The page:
Tuesday, July 1, 2008

Allied Security Trust comes out with the latest patent policy scam

Newswires report that a group of big high tech companies have combined some of their monies to buy up patents that "tr-lls" might assert against them. Yet another patent policy scam to avoid addressing the real issue - incompetent PTO management that allows too many crappy patents to issue. Some of the companies in the combination, the Allied Security Trust, include Verizon, Google, Cisco, Ericsson, HP and others. Companies will have to pay $250,000 to join, and ante up $5,000,000 for an escrow account to be available to buy up patents. Why is this a complete joke? First, this anti-tr-ll scam has as a chief executive office Brian Hinman, former VP of IP for the biggest and first patent tr-ll, IBM. Since IBM created most of the tr-ll tactics being used, I suppose Himan is in a good position to recognize and fight such tactics. Let's face it folks - this whole tr-ll scare is the patent world version of swiftboating, drenched in tons of hypocrisy spewed by tr-lls themselves. I mean, if Google wants to help the patent system a bit, it will immediately stop wasting the time of the Patent Office, drop all appeals related to its 1-click patent, and dedicated the patent application to the public. Otherwise, Google should shut the frk up about obnoxious players in the patent world. Second, this defensive tactical move is probably too late, given that the big tr-lls bought up a lot of patents before anti-tr-llism became popular, and that the tr-ll companies bought a lot of the higher hanging fruit. I ask, what's left to be bought that is obnoxiouslly assertable? Companies like Acacia have had enough time and enough money to sweep through the issued patents to find crap to assert. Anything left can be laughed out of court. Third, and most importantly, the only legitimate complaint is when people assert crappy patents that should have never issued in the first place. If you have a really good patent, one searched well, I say sue everyone you can find. If these companies, and others, didn't know about your technology, that's their fault for not taking the patent system seriously, which includes monitoring patents in your field of technology. The high tech companies are the biggest bunch of whining crybagies I know of in the patent world, as compared to the pharma companies, which for decades have had mature patent monitoring programs. The high-tech industry, thinking itself above the mechanics of the patent system, refuse to do any of this, and then whine when hit by a crappy patent. So the real problem is people wrongly and unethically asserting crappy patents. But what are the companies in this Allied Security Trust, or the Coalition for Patent Fairness, doing to help fight the issuance of crappy patents? Are they: - submitting less of their own crappy patent applications to the PTO (hey Google, drop your 1-click appeals), so the PTO has a lesser workload and more time to issue higher quality patents? NO - organizing prior art in their respective fields of technology, to use themselves, plus make available to the Patent Office, to help lessen the level of crap being issued by the PTO? NO - are they using the political clout to get Congress to investigate and clean up incompetence and corruption in PTO management? NO - are they pooling their monies together to develop software tools to analyze patents that they can use themselves and donate to the PTO to help lessen the level of crap being issued? NO - are they using their clout to fight the unconstitutionality and excessive costs of Markman hearings - (a specification is not fully enabled under 112 if you need a friggin claims construction done after the defendant has been sued)? NO So much like the Software Patent Institute, the Public Patent Peer review initiative, various PTO-business partnerships, the Public Patent Advisory Committee - this new Allied Security Trust is another patent policy scam that will do nothing to change things and once again deflect attention and resources from the real problems plaguing the patent system.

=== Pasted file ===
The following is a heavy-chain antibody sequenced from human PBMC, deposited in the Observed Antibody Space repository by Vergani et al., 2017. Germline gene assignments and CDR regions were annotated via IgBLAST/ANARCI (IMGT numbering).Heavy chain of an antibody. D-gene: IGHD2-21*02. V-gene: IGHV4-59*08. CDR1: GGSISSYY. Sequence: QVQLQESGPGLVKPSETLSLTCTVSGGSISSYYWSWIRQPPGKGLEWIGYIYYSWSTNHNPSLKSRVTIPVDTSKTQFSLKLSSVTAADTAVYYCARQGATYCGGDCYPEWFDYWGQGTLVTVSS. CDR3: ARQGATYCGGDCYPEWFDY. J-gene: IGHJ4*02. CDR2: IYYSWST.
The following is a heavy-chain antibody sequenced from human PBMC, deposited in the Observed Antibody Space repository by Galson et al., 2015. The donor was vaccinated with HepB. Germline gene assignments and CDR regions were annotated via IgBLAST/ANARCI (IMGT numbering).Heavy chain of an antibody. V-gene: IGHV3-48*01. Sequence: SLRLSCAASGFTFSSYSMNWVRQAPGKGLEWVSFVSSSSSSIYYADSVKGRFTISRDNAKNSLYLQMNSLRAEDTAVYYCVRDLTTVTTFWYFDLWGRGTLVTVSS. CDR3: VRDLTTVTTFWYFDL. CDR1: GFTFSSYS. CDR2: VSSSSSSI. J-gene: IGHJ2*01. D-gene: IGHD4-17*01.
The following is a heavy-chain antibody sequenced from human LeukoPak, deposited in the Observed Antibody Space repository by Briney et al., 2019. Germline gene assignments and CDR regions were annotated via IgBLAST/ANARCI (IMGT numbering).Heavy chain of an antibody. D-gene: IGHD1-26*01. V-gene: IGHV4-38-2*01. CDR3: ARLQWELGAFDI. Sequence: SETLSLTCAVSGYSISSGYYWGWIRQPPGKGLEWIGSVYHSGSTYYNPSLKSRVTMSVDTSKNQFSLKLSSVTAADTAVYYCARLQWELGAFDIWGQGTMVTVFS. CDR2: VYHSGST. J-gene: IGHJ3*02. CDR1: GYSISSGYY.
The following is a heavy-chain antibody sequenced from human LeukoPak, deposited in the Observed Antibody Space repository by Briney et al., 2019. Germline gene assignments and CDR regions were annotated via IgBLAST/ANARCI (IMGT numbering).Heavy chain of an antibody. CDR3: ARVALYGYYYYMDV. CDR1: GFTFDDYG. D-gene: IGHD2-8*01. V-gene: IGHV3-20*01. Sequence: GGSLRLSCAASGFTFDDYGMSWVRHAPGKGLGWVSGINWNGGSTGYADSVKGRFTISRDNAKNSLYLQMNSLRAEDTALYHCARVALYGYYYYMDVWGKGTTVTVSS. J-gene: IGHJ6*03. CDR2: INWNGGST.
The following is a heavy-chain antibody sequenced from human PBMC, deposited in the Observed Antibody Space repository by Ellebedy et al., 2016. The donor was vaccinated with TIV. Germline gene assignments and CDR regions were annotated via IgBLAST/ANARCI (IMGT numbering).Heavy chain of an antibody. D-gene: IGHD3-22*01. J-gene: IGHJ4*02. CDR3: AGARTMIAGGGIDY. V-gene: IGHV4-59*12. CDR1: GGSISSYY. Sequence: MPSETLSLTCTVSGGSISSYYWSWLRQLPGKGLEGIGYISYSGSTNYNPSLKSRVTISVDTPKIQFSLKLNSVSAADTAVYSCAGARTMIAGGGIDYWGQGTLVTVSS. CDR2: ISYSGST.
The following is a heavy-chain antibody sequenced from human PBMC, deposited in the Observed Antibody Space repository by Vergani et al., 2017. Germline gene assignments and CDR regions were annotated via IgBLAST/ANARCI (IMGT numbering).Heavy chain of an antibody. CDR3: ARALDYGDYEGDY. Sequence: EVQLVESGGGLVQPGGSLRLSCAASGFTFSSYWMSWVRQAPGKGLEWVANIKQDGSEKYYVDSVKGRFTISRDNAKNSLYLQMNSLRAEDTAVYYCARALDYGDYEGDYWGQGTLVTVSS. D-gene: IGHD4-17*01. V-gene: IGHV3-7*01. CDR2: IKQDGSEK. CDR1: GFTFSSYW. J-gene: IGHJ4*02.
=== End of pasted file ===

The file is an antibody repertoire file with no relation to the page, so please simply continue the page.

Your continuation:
No comments: